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Fairview Heights looks to upgrade its oldest commercial corridor

Lincoln Trail Corridor Streetscape Project aimed at restoring economic equity to a historic commercial corridor

Fairview Heights has applied for a $2.3 million grant through Illinois’ Rebuild Downtowns and Main Streets Capital Grant program, funds from which will be matched and used to upgrade the city’s oldest commercial corridor with sidewalks, decorative lighting, new landscaping and other capital improvements.

With nearly 120 years of history as a commercial corridor, Lincoln Trail was the original “main street” for the city and predates the super-regional shopping mall for which Fairview Heights is now most recognized. After decades of disinvestment and decline, countered by nearly 18 years of planning and economic development efforts on the part of city leaders, a variety of public and private initiatives have come together to create unique opportunities today.

Fairview Heights has identified a target area running from Pasadena Drive west along Lincoln Trail and St. Clair Ave. (both segments also known as U.S. Route 50) to St. Clair Road, within which boundaries the round of improvements identified in the grant will be made. State funds will be matched by reserves from the City’s Lincoln Trail TIF district and are expected to support several private investments now in the planning stages.

The most significant of these is the Art Village Center proposed by ArtSculpt International, a not for profit arts group. ArtSculpt has been assembling properties for a future conglomeration of artist studios and related development; organizers anticipate public/private partnership to create an arts center and a sculpture park, as well.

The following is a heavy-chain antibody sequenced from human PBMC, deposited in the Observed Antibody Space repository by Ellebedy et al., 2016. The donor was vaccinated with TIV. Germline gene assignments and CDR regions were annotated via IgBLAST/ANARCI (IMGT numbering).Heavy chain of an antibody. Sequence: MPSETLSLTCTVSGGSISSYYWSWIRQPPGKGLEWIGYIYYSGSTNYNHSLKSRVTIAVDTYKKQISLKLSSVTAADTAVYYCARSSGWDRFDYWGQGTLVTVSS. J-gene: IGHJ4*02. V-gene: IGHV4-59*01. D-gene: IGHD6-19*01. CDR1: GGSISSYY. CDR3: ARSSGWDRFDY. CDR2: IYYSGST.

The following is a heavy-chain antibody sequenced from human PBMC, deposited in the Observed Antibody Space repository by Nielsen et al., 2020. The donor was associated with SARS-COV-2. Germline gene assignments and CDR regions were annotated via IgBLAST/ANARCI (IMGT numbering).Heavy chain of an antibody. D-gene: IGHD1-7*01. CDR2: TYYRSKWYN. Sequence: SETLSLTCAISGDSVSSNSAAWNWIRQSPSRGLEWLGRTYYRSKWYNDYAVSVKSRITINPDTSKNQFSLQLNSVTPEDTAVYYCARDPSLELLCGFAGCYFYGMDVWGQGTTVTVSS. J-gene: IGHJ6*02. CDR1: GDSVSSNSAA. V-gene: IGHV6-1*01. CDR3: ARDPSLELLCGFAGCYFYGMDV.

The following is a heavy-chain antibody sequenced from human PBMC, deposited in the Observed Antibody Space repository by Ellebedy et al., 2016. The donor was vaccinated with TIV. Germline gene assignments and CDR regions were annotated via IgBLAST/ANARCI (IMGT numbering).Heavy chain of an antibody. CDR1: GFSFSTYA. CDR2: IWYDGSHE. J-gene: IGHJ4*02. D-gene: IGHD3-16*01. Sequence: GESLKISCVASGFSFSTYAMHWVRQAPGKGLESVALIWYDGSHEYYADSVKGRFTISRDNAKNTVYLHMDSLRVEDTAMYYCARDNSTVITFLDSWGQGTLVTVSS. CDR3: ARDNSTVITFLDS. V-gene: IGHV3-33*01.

ArtSculpt has already enticed renowned St. Louis ceramic artist Catharine Magel to move her studio to a Lincoln Trail location. Magel — whose previous works include public ceramic installations in Wester Groves, along the Mississippi River Walk, and at Metro transit stations across the region — hopes to serve as the catalyst for other artists who are being invited to join the project.

One of the stated goals of the city’s grant proposal is to help bring economic equity to the Lincoln Trail corridor by increasing reinvestment in the area.  Currently, 28 percent of the businesses and/or properties located within the corridor are minority-owned.

Magel was one of the founders of the “Open Heart Expansion Project” in St. Louis, which expanded relationships after the Michael Brown shooting to promote healing within the community. One aspect of the Art Village Center, moving forward, will be collaborations such as a Community Art program.

Public interest is said to be high in the RDMS grant proposal and the projects that state funding may help bring about. A public meeting held on Dec. 8 drew more than 75 participants, the majority of which were supportive of the proposed activities.

City leaders have formed a Fast Track Economic Development Team to support projects such as those proposed for the Lincoln Trail District.

For more information about the Lincoln Trail Corridor Streetscape Project, contact Paul Ellis at the City of Fairview Heights, (618) 489-2033 or ellis@cofh.org.

PHOTO: A public meeting held on Dec. 8 drew more than 75 participants, the majority of which were supportive of the proposed activities.

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